What he’s doing now: I have a couple of friends who knew I was unhappy. Both work for a workers’ compensation company, and they suggested I interview for a position. When I started, I was working on the medical side of claims. If an employee had a medical bill, it was my job to investigate and find out if it was a legitimate claim. The first day in my new career was Feb. 28. I had been teaching for 20 years, but at the beginning of a new career I only had to take a $2,500 yearly pay cut. In the first few months, I was promoted.

What would it have taken to keep him in teaching: A little respect would have helped. It’s not that every day I need somebody to tell me I’m great, but just a general acknowledgment of my having some expertise. When I left my last job, they probably thought, “We can hire a college kid and save money.” You just don’t feel like there’s any respect at all. In the last couple of weeks, a co-worker looked over at me and asked, “Why are you always so happy sitting there?” It’s going to stick with me for a long time. —As told to Nic Querolo

Marilyn DelBosque
Marilyn DelBosque Photographer: Arturo Olmos for Bloomberg Businessweek

Marilyn DelBosque, 34
Assistant principal
● Houston

Why she went into teaching: Pretty much right out of college that’s what I wanted to do. I was in education for 11 years, nine in the classroom and the last two as an assistant principal.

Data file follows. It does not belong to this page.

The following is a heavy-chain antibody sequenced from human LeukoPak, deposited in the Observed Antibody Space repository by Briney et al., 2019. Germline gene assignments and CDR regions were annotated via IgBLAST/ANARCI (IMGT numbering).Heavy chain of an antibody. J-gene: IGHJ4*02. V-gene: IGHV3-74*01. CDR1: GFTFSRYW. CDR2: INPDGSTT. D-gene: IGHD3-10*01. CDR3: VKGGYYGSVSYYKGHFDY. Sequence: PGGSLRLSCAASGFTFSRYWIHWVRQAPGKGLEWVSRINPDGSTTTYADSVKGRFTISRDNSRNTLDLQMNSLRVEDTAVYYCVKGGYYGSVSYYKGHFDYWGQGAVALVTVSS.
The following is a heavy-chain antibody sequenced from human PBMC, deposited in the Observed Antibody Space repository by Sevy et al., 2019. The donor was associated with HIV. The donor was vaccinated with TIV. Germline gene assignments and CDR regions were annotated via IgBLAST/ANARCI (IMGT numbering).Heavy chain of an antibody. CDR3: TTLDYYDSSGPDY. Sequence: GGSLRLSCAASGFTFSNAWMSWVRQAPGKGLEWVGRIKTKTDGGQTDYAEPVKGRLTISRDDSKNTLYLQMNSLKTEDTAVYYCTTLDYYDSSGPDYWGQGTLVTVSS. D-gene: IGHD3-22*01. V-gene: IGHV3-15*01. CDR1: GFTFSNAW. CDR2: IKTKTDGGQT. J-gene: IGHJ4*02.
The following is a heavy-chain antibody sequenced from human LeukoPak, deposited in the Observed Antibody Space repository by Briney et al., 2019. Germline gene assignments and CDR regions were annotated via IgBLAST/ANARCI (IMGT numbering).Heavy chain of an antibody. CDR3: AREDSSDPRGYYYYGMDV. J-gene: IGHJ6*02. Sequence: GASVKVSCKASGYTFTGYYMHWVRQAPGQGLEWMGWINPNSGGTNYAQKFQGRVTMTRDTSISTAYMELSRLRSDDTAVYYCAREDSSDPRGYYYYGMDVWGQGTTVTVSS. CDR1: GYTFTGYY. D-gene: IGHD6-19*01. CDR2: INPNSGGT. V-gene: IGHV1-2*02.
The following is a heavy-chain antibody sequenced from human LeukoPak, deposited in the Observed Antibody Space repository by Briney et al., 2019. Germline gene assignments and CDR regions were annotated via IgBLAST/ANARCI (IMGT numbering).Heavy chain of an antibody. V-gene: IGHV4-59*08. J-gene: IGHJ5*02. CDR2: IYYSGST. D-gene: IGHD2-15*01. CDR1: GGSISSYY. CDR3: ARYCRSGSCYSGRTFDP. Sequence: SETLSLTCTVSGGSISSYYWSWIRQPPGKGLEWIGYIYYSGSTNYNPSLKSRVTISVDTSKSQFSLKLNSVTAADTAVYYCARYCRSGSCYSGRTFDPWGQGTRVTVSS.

Why she left: I thought that if I moved into the principal’s office I’d be able to do better things for teachers. But it turned out to be the same powerless position. You can’t make parents more involved, you can’t go up to Texas lawmakers by yourself to implement policy. I’m a problem solver. I couldn’t solve all the problems, and it just got to be very demoralizing and sad.

What she’s doing now: I quit teaching in April, and I just started working remotely for a New York consulting company that helps other businesses use Salesforce cloud technology. Now I can actually make goals and meet them, whereas before I was constantly up against red tape—whether it be parents or bureaucracy or state laws or your own supervisor.

What would it have taken to keep her in teaching: I definitely never want to work at a school or for a school district ever again. At the state level, I would do away with Staar—the Texas standardized test that’s tied to school rankings, teacher ratings, and funding. State representatives should have to spend time on school campuses each year, and staff should be compensated for initiatives that lawmakers pass. For example, the state mandated that every K-3 teacher complete a 60-hour training course. They left it up to districts to decide if they wanted to pay people or not. My district paid a stipend equivalent to $11 an hour. Some districts paid nothing. What other field gets to decide not to pay people to work mandated overtime? —As told to Olivia Rockeman

Kaari Aubrey
Kaari Aubrey Photographer: Angie Smith for Bloomberg Businessweek

Kaari Aubrey, 29
High school English teacher
● Mérida, Mexico

Why she went into teaching: As an English major, I knew that no matter where in the world I go, people are always going to need teachers, especially ones who can teach English as a second language.

Why she left: I would have a class in which everyone was reading at a different grade level or with a different learning disability or social-emotional need. I felt like a doctor treating 37 patients at once. In the fall of 2020, I had gotten a really great job at an amazing school in New Orleans, but it wasn’t well funded. I wasn’t able to afford groceries, pay off the loan that I took out to become a teacher, and pay rent. But the continued cycle of attack on intellect and critical thinking and historical exploration in the classroom is absolutely my No. 1 reason that I had to get out.